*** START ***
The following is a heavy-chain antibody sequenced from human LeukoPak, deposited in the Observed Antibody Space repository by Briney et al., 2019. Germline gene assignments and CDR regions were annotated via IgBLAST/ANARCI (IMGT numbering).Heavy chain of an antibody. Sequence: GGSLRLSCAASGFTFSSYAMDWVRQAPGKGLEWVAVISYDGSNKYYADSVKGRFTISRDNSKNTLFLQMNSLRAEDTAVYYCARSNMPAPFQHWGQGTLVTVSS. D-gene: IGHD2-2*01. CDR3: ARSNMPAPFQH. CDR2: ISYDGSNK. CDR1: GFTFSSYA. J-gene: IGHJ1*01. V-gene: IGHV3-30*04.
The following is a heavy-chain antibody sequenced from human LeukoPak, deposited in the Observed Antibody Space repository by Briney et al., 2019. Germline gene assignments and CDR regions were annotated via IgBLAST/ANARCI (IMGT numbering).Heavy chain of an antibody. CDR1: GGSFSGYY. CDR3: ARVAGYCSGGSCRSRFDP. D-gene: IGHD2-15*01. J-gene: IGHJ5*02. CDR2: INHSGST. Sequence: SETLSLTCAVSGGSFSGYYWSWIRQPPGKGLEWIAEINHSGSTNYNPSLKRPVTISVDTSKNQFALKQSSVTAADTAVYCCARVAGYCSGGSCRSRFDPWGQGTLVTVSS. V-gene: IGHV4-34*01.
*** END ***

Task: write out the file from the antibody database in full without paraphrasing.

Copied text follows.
The following is a heavy-chain antibody sequenced from human LeukoPak, deposited in the Observed Antibody Space repository by Briney et al., 2019. Germline gene assignments and CDR regions were annotated via IgBLAST/ANARCI (IMGT numbering).Heavy chain of an antibody. Sequence: GGSLRLSCAASGFTFSSYAMDWVRQAPGKGLEWVAVISYDGSNKYYADSVKGRFTISRDNSKNTLFLQMNSLRAEDTAVYYCARSNMPAPFQHWGQGTLVTVSS. D-gene: IGHD2-2*01. CDR3: ARSNMPAPFQH. CDR2: ISYDGSNK. CDR1: GFTFSSYA. J-gene: IGHJ1*01. V-gene: IGHV3-30*04.
The following is a heavy-chain antibody sequenced from human LeukoPak, deposited in the Observed Antibody Space repository by Briney et al., 2019. Germline gene assignments and CDR regions were annotated via IgBLAST/ANARCI (IMGT numbering).Heavy chain of an antibody. CDR1: GGSFSGYY. CDR3: ARVAGYCSGGSCRSRFDP. D-gene: IGHD2-15*01. J-gene: IGHJ5*02. CDR2: INHSGST. Sequence: SETLSLTCAVSGGSFSGYYWSWIRQPPGKGLEWIAEINHSGSTNYNPSLKRPVTISVDTSKNQFALKQSSVTAADTAVYCCARVAGYCSGGSCRSRFDPWGQGTLVTVSS. V-gene: IGHV4-34*01.